If you are sick, disabled, and planning to immigrate to Canada, there is good news for you as Canadian Immigration is looking to abolish the policy that rejects applicants based on medical grounds. Immigration Minister Ahmed Hussen says that the 40-year-old policy does not align with Canadian values of inclusion.
Hussen says that it is an “important and sensitive” issue since this long-standing policy bars entry to any applicants that are sick and disabled meaning they would be added costs to the public health or social service systems. “From a principled perspective, the current excessive demand provision policy simply does not align with our country’s values of inclusion of person with disabilities in Canadian society,” he said during at the House of Commons immigration committee last Wednesday. For instance, there was a York University professor whose application for permanent residency was rejected because his son has Down syndrome.
Going back to costs, Hussen added that this policy currently saves the Canadian Government $135 million in medical costs for a five-year period which is 0.1% of all provincial and territorial health spending. Due to these savings, there are still some provinces that are “apprehensive” about the policy change.
According to Michelle Rempel, a conservative immigration critic, it is not just the policy that is problematic but also how it is applied differently on a case-to-case basis depending on the immigration officers. “Regardless of what the legislative framework changes, it’s clear there’s also a service delivery issue,” she said. She then urged Hussen to ensure that immigration officers follow the policy consistently to which Hussen added that there is a plan for a centralized unit to make consistent decisions when it comes to medical background checks.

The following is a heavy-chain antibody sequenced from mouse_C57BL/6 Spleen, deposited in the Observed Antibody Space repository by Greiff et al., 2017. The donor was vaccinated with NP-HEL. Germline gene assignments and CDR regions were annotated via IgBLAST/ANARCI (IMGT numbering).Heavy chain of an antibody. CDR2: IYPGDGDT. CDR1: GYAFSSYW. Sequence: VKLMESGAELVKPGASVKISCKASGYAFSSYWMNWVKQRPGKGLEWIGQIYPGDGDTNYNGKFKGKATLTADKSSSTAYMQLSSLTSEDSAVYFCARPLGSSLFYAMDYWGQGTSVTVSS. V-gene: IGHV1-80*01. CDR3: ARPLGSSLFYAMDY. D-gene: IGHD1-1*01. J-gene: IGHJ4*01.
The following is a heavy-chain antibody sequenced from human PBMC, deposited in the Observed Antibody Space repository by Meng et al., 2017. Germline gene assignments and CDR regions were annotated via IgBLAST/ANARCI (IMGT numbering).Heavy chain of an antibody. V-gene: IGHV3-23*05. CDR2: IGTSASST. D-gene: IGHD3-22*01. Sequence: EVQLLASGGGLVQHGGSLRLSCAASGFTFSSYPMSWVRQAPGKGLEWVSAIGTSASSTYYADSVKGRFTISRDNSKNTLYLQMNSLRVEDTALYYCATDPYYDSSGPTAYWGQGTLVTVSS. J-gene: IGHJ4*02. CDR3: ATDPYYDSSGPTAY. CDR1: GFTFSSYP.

Jenny Kwan, an NDP immigration critic, said that Canada is violating human rights and international treaties that protect persons with disabilities due to this discriminatory immigration policy. There were 224 people between 2013 and 2016 alone who applied for humanitarian consideration after being rejected based on medical grounds, of which 91% were successful.
“I’m very cognizant of the fairness issue raised by the policy,” Hussen said as he assured the people that the Canadian government is committed to addressing inequity and live up to its beliefs and values.